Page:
In this photograph taken on October 21, 2017 Afghan widow Janat Bibi, 65, holds a teapot walks inside her mud house in the remote village of Shemol in the eastern province of Nangarhar.
/ AFP / NOORULLAH SHIRZADA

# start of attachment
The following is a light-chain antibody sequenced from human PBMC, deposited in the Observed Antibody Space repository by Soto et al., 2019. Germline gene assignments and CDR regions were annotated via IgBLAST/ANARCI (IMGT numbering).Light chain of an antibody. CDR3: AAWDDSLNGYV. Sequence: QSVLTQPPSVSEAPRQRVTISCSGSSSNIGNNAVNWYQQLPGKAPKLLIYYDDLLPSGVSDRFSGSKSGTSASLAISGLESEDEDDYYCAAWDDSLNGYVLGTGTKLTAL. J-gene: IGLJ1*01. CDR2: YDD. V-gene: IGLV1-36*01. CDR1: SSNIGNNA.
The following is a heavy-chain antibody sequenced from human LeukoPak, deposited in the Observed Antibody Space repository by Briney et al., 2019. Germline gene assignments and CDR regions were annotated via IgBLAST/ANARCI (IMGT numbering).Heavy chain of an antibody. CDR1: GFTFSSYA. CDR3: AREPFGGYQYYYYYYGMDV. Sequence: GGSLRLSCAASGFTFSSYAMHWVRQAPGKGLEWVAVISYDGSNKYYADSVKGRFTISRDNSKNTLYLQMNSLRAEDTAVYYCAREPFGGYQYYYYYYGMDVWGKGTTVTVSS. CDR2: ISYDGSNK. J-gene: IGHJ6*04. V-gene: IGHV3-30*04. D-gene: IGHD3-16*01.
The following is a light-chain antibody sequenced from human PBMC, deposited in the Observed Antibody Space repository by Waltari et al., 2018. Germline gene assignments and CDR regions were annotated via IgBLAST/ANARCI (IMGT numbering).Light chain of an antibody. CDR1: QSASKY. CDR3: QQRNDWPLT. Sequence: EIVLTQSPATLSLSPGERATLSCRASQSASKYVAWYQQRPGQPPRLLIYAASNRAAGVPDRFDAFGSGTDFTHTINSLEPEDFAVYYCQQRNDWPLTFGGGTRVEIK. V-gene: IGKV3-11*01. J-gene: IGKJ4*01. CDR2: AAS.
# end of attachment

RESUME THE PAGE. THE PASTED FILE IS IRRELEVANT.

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Bibi and the men's widows now battle to support 12 children in a remote village in the eastern province of Nangarhar where there are few jobs for men, let alone for women.Bibi, who was widowed during the Soviet occupation of Afghanistan in the 1980s, said she had supported the men's decision to join the police in the restive southeastern province of Zabul despite the risks.Many of Afghanistan's more than 330,000-strong security forces come from villages much like Shemol, which is some 70 kilometers from the provincial capital Jalalabad.More than 2,500 Afghan security forces were killed in the first four months of this year alone, according to U.S. watchdog SIGAR.Help for Afghan Heroes, an Afghan nonprofit organization supporting 5,000 families of wounded or dead security forces, said corruption was a key reason many women did not receive assistance.The family of Malekzada, who was also a policeman in Zabul until he was killed by the Taliban two years ago, find themselves in the same plight as Bibi's.
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